The Development Relief and Education for Alien Minors (DREAM Act) would provide a road to citizenship for young illegal aliens if their parents brought them into the country before age 16 and they attend college for at least two years or join the U.S. military.
During this six-year conditional period, immigrants would not be eligible for federal higher education grants, but they would be able to apply for scholarships, student loans and work study grants.
If the illegal alien does not meet the educational or military service requirement within the six-year time period, their temporary residence would be revoked and they would be eligible for deportation authors of the bill say.
Some of the DREAM Act provisions include; proof of arriving in the United States before age 16, proof of residence in the U.S. for a least five consecutive years, compliance with Selective Service, applicants must be between the ages of 12 and 35 at the time of bill enactment, graduate from an American high school or obtain a GED and finally be of “good moral character.”
The DREAM Act’s play on minors is misrepresentative. The age group included in its legislative language says 35-year-olds are eligible for amnesty and not many Americans consider their 35 year-old offspring -kids.
Amnesty proponents think it is a great strategy to attach the DREAM Act or amnesty for minors (to the age of 35) to the defense authorization bill.
“This is the first of many positive steps to take,” said the League of United Latin American Citizens (LULAC) National President Margaret Moran. “I think it is really important that we move forward on this legislation.”
However the chairman of the Immigration Reform Caucus Congressman Brian Bilbray (R-CA) disagrees, “When American men and women are fighting in Afghanistan and the human-trafficking cartels are murdering innocent people trying to cross the border in Northern Mexico, Harry Reid has the audacity to play politics with the Defense bill while enticing people to risk their lives with the cartels along our unsecured southern border. This is irresponsible, and the United States Senate should not stand for it.”
While adding legislative amendments to a non-related bill is not uncommon, sneaking amnesty for children who gained entry into America illegally during a highly political midterm election cycle has divided lawmakers and citizens alike.
Congressman Lamar Smith (R-TX), the Ranking Member on the House Judiciary Committee contends; “The DREAM Act is a nightmare for the American people. It is an assault on law-abiding, taxpaying American citizens and legal immigrants.”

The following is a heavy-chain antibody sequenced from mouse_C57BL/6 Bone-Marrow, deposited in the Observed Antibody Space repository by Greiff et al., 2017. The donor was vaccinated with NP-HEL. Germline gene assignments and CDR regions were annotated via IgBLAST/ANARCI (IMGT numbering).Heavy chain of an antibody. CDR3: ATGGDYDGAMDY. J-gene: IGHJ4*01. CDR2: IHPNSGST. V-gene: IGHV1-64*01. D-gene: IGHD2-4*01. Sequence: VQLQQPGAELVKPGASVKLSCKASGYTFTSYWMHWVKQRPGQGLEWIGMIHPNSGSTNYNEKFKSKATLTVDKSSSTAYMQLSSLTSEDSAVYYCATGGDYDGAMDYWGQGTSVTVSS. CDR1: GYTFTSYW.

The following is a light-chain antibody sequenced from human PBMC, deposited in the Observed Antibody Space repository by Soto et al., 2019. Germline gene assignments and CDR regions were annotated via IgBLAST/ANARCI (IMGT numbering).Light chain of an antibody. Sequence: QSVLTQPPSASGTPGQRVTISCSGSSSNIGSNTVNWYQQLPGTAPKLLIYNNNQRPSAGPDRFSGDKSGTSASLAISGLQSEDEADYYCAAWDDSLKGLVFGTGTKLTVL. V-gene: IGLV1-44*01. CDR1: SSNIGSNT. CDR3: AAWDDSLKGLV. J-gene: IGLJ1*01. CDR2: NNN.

When many American’s are struggling to pay the bills and get their kids to college another argument presents itself. Many colleges are filled to capacity and asking American families to now compete with 2 million additional children who are not in the country legally sends the wrong message to those who continue to stream across the borders illegally.
“For every illegal immigrant admitted, an American student or legal resident would be turned away at a time when every state university is raising tuition, and many are curtailing enrollment,” Rep. Ed Royce of California said.
Yet pro-amnesty groups see things very differently. “Young people who came here as children with their parents should be allowed to contribute to the only country they have known by attending college, joining the military and continuing to be productive members of society,” Moran of LULAC says.
President Obama also welcomed the idea of the DREAM Act and suggested that this was a good first step on the long road to comprehensive immigration reform.
“I just don’t want anybody to think that if we somehow just do the DREAM Act, that solves the problem,” Obama said in an interview with La Opinion. “We’ve got a bigger problem that we have to solve. We still need comprehensive immigration reform. The DREAM Act can be an important part of that, and, as I said, I’m a big supporter of that. But I also want to make sure that we don’t somehow give up on the bigger strategy.”
Nevertheless the DREAM Act does have a price tag.
The early estimates of the DREAM Act come in the $20 billion range for the first two years alone, according to U.S. Money Talk. They claim that this is a “disaster in the making” and “comes at a time when the U.S. economy has stretched so many millions of Americans so thin.”
Lawmakers phones are already ringing off the hook from concerned constituents informing their representatives on both sides of the aisle that the midterm election is less than 50 days away and their jobs are on the line if the vote in favor of the DREAM Act.